Matt Seattle continues his series on playing modern music in sessions

 Following our focus on jigs in the last issue, this fourth episode brings together four modern pipefriendly reels which are played in sessions around Scotland. They’re all in B minor, so you wouldn’t necessarily play them all together unless you subscribe to the Cape Breton practice of keeping to the

same tonic for a medley. Two are composed by flute players, one by a fiddler, and one by an accordionist. I’ve tried here to stay as close as possible to the composers’ own versions: because there are differences of detail between these and the way they are played or have been recorded by others, none of the transcriptions here, as far as I’m aware, corresponds exactly to any that appear in the usual places online.

The Trip to Pakistan by Niall Kenny is an unlikely name for a tune which has become a Scottish session favourite. The version transcribed here is from The Tannahill Weavers’ Capernaum album (1994). On website Niall himself writes “I wrote the tune more in the Breton style rather than as a reel, and I know it is played this way by the Breton pipe bands. I think the Tannahill Weavers’ version is closer to how it was written, but then I did share a flat with John Martin for a number of years.”

The Trip to Pakistan

©Niall Kenny



Before John Martin’s long tenure as the Tannies’ fiddler Stuart Morison held the post, and his popular reel Maggie’s Pancakes features on their Dancing Feet album (1987).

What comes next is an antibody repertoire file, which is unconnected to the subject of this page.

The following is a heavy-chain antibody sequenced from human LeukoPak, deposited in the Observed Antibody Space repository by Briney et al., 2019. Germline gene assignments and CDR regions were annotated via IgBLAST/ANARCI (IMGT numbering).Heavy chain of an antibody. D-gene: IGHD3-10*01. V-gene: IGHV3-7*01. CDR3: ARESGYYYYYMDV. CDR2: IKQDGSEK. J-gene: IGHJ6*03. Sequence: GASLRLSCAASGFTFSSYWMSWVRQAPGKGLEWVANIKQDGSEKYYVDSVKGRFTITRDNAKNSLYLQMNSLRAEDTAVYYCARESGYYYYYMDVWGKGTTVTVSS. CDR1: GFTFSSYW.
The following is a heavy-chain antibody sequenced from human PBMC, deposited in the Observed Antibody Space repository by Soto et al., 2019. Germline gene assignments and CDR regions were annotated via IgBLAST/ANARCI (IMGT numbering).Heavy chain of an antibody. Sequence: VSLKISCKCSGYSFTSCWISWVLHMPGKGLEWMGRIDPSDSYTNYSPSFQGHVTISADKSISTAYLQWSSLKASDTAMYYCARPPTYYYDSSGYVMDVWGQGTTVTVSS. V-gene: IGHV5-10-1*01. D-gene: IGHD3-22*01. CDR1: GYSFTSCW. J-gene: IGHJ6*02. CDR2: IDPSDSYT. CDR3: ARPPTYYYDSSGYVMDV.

Stuart tells me that “the tune was written in 1984 in remembrance of a visit I made to Hamish and Maggie Moore in St Andrews arriving late on a cold, rainy December Sunday and there was tea and hot pancakes on the table. Seemed appropriate that a tune be written to remember the occasion!”

Note the abrupt stop at the end of the second time through the first strain: it can be done on pipes! (but there are other ways round it).

Maggie’s Pancakes

© Stuart Morison, Bug Music (BMG) Ltd




Kevin O’Neill plays flute and whistles with Treacherous Orchestra – “An un-definable collective force fusing people, concepts, styles and influences, shaping a musical supergroup that defies description.” His Superfly was brought to my attention by fellow sessioneer Martin Marroni of Kelso. In the Orchestra’s performance of the tune there are small differences of detail on each pass, and inevitably between the way it’s played on flute (Kevin) and pipes (Ross Ainslie and Ali Hutton). I’ve taken the liberty of suggesting a harmony for pipers where the tune dips to the F# below the pipes’ low G, though you may prefer simply substituting the top hand f# for the unavailable low note.


©Kevin O’Neill



The Boys of Balivanich

It took me a while to track down accordionist Ian Kirkpatrick, who hails originally from deepest Dumfriesshire. When I did it turned out that he had been an LBPS member in the early days of the Society and previously owned a set of Colin Ross smallpipes. He also told me that the first recording of The Boys of Balivanich on the 1990 CD Names And Places, by Eclipse First and Scotrail Vale Of Atholl, featured a certain Mr Gary West among the personnel. The tune was “inspired by a memorable ceilidh which began one evening in the Creagorry Hotel on Benbecula and finished very much later in the village of Balivanich.”

There are various permutations of the three strains on recordings by different artistes, but for session playing it’s usually played straight through with repeats.


The Boys of Balivanich

© Ian Kirkpatrick



GRATEFUL ACKNOWLEDGMENTS to Niall Kenny, Stuart Morison, Kevin O’Neill and Ian Kirkpatrick for granting permission to reproduce their copyright works in Common Stock.